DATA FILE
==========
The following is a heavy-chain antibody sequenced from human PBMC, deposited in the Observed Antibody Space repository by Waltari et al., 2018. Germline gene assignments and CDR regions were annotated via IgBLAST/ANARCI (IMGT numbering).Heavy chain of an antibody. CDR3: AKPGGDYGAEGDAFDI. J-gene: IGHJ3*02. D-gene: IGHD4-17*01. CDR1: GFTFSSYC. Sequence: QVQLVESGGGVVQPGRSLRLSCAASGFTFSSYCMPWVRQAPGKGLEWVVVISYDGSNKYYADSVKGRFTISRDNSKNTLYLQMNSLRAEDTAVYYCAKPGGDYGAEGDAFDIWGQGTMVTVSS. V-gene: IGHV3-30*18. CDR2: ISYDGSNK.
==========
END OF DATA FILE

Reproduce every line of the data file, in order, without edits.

The following is a heavy-chain antibody sequenced from human PBMC, deposited in the Observed Antibody Space repository by Waltari et al., 2018. Germline gene assignments and CDR regions were annotated via IgBLAST/ANARCI (IMGT numbering).Heavy chain of an antibody. CDR3: AKPGGDYGAEGDAFDI. J-gene: IGHJ3*02. D-gene: IGHD4-17*01. CDR1: GFTFSSYC. Sequence: QVQLVESGGGVVQPGRSLRLSCAASGFTFSSYCMPWVRQAPGKGLEWVVVISYDGSNKYYADSVKGRFTISRDNSKNTLYLQMNSLRAEDTAVYYCAKPGGDYGAEGDAFDIWGQGTMVTVSS. V-gene: IGHV3-30*18. CDR2: ISYDGSNK.